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Navy's top SEAL says he's reviewing training and ethics amid murder and drug allegations in special ops
SAN DIEGO — The commander of Naval Special Warfare said Wednesday that he recently commissioned a 90-day review of recruiting, selection, training, and leadership development in his command amid allegations of drug use, murder, and other ethical lapses within the SEAL community.
"We are looking hard as a learning organization to self assess to see, are we assessing and selecting the right people? Are we holding them accountable to standards of honor, courage, and commitment?" Rear Adm. Collin Green told the audience at the West 2019 conference, in response to a question from Task & Purpose.
Green was part of a panel discussion focused on restoring readiness and "[building] a more lethal force" when he was asked about what steps he was taking to address problems in the SEAL community. Among the issues cited by Task & Purpose were the nearly dozen SEALs booted from the service after testing positive for drugs last year, as well as others being investigated or brought to trial on murder charges.
As Navy Times' reporter Geoff Ziezulewicz notes, other SEALs have been charged with allegedly abusing prisoners in Afghanistan; another was sentenced to nearly 30 years in prison for producing images of child sexual abuse in Feb. 2018.
The panel moderator, retired Vice Adm. James Zortman, initially tried to shut down the question as not having anything to do with readiness, but Task & Purpose pushed back, saying that SEALs under investigation are not ready to deploy. Indeed, special operations forces, as a rule, cannot be mass produced, so taking a small number of them out of the fight can have a deep impact on a community numbering in the thousands.
Green, to his credit, took the question head on and agreed that criminal and ethical issues in the command "does affect readiness."
Green said he picked an unnamed Navy captain who just returned from Iraq to study "what we're doing in the schoolhouse, what we're not doing, what we're doing relative to leader development and hard ethical decisions. Combat ethics, to see if we're addressing that through our inter deployment training cycle."
The study was commissioned on Jan. 1, according to NSW spokeswoman Cmdr. Tamara Lawrence, and is expected to be submitted to Gen. Raymond Thomas, head of Special Operations Command, sometime in March. Green ordered the study after Thomas sent a memo to all special operators in November addressing a "deeper challenge of a disordered view of the team and the individual in our SOF culture."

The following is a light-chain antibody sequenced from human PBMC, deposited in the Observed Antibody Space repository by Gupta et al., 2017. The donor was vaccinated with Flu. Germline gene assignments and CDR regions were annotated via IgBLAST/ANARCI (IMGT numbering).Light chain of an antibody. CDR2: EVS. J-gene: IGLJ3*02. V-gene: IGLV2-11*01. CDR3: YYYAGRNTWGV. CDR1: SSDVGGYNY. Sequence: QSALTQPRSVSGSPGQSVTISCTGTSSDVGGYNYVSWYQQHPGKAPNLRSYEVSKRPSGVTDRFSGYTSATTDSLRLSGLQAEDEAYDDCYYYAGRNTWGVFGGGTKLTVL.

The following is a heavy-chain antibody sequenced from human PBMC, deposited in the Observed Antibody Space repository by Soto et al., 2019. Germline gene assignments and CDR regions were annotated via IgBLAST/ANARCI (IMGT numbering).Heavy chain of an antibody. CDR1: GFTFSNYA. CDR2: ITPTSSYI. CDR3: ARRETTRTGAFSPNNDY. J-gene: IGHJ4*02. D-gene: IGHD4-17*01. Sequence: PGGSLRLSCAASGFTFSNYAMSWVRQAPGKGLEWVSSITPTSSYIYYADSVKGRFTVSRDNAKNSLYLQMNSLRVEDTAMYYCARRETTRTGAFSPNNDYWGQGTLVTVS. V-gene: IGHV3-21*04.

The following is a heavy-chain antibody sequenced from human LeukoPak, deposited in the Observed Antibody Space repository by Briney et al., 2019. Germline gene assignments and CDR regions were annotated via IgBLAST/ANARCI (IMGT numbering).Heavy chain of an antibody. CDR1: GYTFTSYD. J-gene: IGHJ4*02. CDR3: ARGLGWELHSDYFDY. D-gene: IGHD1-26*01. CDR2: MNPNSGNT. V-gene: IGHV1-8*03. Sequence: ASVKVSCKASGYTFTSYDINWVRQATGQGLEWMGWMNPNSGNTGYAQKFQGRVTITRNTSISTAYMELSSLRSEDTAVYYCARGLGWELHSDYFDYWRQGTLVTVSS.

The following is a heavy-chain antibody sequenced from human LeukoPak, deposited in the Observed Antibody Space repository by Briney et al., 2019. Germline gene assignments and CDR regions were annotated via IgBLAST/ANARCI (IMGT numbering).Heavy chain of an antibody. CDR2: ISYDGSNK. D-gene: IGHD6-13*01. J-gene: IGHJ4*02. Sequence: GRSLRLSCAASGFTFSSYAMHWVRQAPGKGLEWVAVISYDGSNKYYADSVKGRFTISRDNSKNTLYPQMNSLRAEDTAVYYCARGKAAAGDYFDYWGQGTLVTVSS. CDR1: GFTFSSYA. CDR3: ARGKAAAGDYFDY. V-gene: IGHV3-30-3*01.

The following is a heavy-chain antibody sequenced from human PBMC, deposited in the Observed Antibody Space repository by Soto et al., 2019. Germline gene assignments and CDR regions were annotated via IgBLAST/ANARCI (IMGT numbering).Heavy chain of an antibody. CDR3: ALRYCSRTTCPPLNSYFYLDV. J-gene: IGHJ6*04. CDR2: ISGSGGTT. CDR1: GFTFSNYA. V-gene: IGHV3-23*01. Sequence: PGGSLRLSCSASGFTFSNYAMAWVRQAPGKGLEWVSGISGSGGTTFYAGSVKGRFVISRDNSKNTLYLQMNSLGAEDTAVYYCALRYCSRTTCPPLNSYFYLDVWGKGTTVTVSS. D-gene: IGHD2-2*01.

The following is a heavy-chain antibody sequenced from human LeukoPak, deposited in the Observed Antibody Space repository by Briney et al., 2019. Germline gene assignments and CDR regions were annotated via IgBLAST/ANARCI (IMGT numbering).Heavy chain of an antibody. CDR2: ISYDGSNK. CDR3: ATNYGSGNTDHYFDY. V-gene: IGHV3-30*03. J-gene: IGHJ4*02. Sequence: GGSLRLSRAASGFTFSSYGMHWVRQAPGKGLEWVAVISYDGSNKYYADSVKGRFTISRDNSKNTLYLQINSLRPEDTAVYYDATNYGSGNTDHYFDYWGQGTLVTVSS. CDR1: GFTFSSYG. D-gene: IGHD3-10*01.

"I'm gonna get the results ... and we will address those [issues]," Green said. "We've been at war for 17 years and those are the things that we are looking... So we are on it."
The former Secretary of the Department of Veterans Affairs thinks that the VA needs to start researching medical marijuana. Not in a bit. Not soon. Right goddamn now.
US and Turkey agree on temporary cease fire to allow Kurdish fighters to withdraw from northeast Syria
The United States and Turkey have agreed to a temporary cease fire to allow Kurdish fighters to withdraw from a safe zone that Turkey is establishing along its border with Syria, Vice President Mike Pence announced on Thursday.
They started the US war against ISIS. Now they have an important message for Trump on abandoning the Kurds
Editor's Note: The following is an op-ed. The opinions expressed are those of the author, and do not necessarily reflect the views of Task & Purpose.
Trump's recent decisions in northern Syria were ill-advised, strategically unsound, and morally shameful. In rapidly withdrawing U.S. presence and allowing a Turk offensive into Syria, we have left the Syrian Kurds behind, created a power vacuum for our adversaries to fill, and set the stage for the resurgence of ISIS.
After preliminary fitness test scores leaked in September, many have voiced concerns about how women would fare in the new Army Combat Fitness Test.
The scores — which accounted for 11 of the 63 battalions that the ACFT was tested on last year — showed an overall failure rate of 84% for women, and a 70% pass rate for men.
But Army leaders aren't concerned about this in the slightest.
More than 74 years after Marines raised the American flag on Mount Suribachi, Iwo Jima, the Marine Corps has announced that one of men in the most famous picture of World War II had been misidentified.